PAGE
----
The Veterans Administration (“VA”) is the most notorious anti-whistleblower federal agency in the U.S. government. Recent statistics paint a dangerous and hostile picture for any VA employee who reports patient abuse. Over 30 percent of all federal employee whistleblower cases come out of the VA, and in 2016 alone over 1,100 retaliation cases were filed by VA employees with the U.S. Office of Special Counsel.
Behind these numbers are real people, suffering for doing the right thing. One was Dr. Chris Kirkpatrick, a clinical psychologist whose first job out of school was at the VA Medical Center in Tomah, Wis. Dr. Kirkpatrick witnessed patient abuse. Patients were being over-medicated. Dr. Kirkpatrick did the right thing, and blew the whistle, properly raising his concern at a patient-care meeting with other doctors. Retaliation was swift.He was called into a disciplinary meeting, handed a written reprimand, and warned to stop further criticisms of the agency.Dr. Kirkpatrick didn’t stop. After being disciplined for reporting patient abuse, he again wrote to his supervisor, reporting problems with patient medication. Three months later he was fired from his job. After learning of his termination, Dr. Kirkpatrick went home and committed suicide.
Eventually, an investigation into the over-medication of patients at the Tomah VA proved that Dr. Kirkpatrick was right. The VA found “unsafe clinical practices” with opiates being prescribed at two-and-one-half the times the national average. No investigation was conducted over Dr. Kirkpatrick’s retaliation.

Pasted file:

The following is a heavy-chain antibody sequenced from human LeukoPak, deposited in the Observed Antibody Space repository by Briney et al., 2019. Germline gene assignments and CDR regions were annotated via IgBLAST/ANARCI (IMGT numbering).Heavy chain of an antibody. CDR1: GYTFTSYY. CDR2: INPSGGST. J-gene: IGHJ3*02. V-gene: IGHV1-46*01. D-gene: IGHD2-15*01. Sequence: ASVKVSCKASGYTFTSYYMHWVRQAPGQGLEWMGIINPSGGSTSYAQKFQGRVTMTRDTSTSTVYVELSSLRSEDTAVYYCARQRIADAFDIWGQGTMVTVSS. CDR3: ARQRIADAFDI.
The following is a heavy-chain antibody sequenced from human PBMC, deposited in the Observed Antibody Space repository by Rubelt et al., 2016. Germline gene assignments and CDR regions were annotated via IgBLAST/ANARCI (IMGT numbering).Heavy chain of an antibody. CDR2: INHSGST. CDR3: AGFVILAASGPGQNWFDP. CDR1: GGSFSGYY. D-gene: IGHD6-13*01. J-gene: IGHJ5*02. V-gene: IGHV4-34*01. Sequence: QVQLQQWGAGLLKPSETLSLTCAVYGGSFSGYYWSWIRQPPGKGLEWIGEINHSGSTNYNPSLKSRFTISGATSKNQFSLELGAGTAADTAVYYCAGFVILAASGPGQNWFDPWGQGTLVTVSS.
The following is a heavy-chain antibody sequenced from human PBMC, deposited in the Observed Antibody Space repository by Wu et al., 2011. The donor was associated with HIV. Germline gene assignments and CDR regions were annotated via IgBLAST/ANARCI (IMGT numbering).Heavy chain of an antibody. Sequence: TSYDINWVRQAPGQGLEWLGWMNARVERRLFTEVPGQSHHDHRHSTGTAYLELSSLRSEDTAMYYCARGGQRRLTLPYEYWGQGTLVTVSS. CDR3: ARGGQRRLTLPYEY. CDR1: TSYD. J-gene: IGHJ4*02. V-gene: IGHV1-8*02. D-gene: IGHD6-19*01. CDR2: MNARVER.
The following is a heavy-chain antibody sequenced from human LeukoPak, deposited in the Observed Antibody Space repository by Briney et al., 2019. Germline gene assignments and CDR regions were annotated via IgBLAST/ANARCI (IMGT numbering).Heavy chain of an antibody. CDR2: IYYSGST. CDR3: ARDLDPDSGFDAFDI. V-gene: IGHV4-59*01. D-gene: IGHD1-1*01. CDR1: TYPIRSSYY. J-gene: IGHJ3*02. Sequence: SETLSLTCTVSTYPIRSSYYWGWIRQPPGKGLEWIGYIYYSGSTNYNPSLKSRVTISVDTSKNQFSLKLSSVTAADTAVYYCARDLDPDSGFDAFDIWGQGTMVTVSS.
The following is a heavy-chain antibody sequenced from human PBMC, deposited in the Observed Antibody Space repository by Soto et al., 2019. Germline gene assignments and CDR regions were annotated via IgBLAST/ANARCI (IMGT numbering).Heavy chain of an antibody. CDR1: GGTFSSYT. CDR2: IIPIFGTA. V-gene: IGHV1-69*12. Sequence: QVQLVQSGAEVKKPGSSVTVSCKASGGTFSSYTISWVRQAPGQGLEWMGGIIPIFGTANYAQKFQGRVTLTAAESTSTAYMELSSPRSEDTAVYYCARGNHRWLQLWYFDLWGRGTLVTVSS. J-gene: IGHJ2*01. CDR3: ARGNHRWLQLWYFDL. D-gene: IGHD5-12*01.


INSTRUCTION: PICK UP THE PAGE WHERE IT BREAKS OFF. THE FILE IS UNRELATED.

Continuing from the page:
On May 25, 2017, the U.S. Senate passed the Dr. Chris Kirkpatrick Whistleblower Act and one month later the bill was introduced into the House by Congressman Sean Duffy (R-Wis.). The bill contains several important reforms, protecting probationary employees (like Dr. Kirkpatrick), prohibiting federal managers from improperly accessing the medical files of whistleblowers, mandating discipline against managers who retaliate and requiring that all supervisors receive trainings on the rights of employees to report waste, fraud and abuse. But the bill does something much more than enhance whistleblower protections. By honoring Dr. Kirkpatrick, the bill calls attention to the financial, emotional, and personal hardship faced by whistleblowers.
Read more at The Hill